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Reviews by Stian

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View this member's reviews by tag: Spring Thing 2018 Spring Thing 2019
1-7 of 7

Tethered, by Linus Ňkesson

1 of 1 people found the following review helpful:
A slightly unique masterpiece, May 18, 2019
Wow! Tethered was good on so many levels. It's short, but exactly as long as it needs to be. I spent roughly an hour with it and was left both impressed and emotionally affected. Every obstacle felt like a necessary part of the story, while the player's progression was usually slightly different than expected, resulting in an experience both familiar and unique.

There are several things for the player to figure out. In most cases, I would probably refer to them as puzzles. Here, it felt like the wrong term; they're so intertwined with the story (a story that is deep and serious but never in a way that feels didactic or overly dramatic) that I hardly noticed them. It's not often (with any medium) that my experience is so immersive.

Although I expect that the author could have made a more or less equally good story in any IF language, the several little things that were unique in Tethered made me think of the Sapir-Whorf hypothesis of linguistic relativity. While it in general would be silly to apply such thoughts to most programming languages (their differences being so well-defined), this is obviously not the case for IF authoring languages. Some things are more difficult in Inform 7 and therefore rarely done, something that fundamentally affects the story. A new language, such as the author's Dialog, represents an opportunity to do new things in old ways and old things in new, something Ňkesson succeeded with rather perfectly.

The Empty Chamber: A Celia Swift Mystery, by Tom Sykes

1 of 1 people found the following review helpful:
Great premise, too short, May 13, 2019
by Stian
Related reviews: Spring Thing 2019
I was seriously disappointed with this game; it was over far to quickly!

Already from the opening introduction I was feeling very hopeful, anticipating some properly stimulating problem solving. Typing the recommended help command only served to intrigue me further:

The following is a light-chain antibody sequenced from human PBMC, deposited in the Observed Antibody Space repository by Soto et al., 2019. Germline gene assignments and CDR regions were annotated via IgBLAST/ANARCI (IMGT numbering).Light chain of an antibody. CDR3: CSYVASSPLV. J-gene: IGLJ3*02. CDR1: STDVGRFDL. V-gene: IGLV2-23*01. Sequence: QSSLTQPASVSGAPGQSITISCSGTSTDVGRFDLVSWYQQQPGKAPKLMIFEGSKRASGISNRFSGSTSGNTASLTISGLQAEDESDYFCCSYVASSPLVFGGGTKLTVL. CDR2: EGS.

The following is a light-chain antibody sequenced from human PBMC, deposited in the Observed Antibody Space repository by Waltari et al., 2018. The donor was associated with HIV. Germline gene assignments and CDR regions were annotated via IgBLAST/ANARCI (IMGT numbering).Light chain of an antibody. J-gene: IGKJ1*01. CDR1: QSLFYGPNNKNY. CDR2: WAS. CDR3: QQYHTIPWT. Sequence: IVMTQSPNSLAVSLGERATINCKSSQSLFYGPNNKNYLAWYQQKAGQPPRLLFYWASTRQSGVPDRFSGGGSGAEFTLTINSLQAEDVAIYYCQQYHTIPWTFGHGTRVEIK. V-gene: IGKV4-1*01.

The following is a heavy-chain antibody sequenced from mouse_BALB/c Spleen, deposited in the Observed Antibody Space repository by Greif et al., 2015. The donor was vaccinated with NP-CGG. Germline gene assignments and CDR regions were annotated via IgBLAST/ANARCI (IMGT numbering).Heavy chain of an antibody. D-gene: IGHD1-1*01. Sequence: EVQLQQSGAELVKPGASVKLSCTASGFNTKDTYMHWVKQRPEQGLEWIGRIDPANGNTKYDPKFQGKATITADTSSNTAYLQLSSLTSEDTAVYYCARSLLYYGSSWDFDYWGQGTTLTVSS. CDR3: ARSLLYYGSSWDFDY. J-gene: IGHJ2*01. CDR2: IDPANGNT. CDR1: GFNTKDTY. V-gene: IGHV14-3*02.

This is a story set inside one room, which you can regard by typing look (or simply l). There's no need to move around, but there are plenty of things to examine (x), to touch, and even to smell, and various fixtures to open or close. You won't find any items to pick up - this is a crime scene, after all - but Celia always carries her lockpick, just in case she needs to unlock something.

Typing map (m) will show you the room layout, while deduce will trigger the ending sequence - note that you can do this at any time. You may also want to ask land about relevant topics, such as the victim, or Celia herself.

I really enjoy one-room puzzlefests, and this was almost one of the better ones, had it only been longer. The protagonist is cool (and played in third, not second, person!) and while the two side characters are stereotypes, they work really well in this setting. Speaking of the setting, it's lovely too, though limited by the constraints of the game.

After about one hour of fun, intensively looking for clues and connecting dots, I was feeling properly stuck. I decided then to try the deduce command, which triggers the ending, and discovered that I had, well, discovered everything and solved the game. (Spoiler - click to show)I hadn't even found the bullet (I assume it went out the window, but couldn't see where it ended up), let alone understood why Hackett decided to end his life.

I really hope we'll see a longer version of this game, or more parser IF from the author!

Founder's Mercy, by Thomas Insel
Minimalistic sci-fi, May 13, 2019
by Stian
Related reviews: Spring Thing 2019
This is a relatively short and easy game, though not really too easy.

Founderís Mercy is strikingly minimalistic; descriptions are kept to a minimum and the command set is very limited. While this fits the alone-on-a-space-station setting and the nondescript protagonist (is he/she/it even human?) very well, it does leave a lot of question marks with regards to the story. You do get a bit of the back history by (Spoiler - click to show)activating the hologram in the school, but I would have loved to hear more, to understand more. As it is, I was more motivated to solve the puzzles because they were puzzles than in order to advance the story.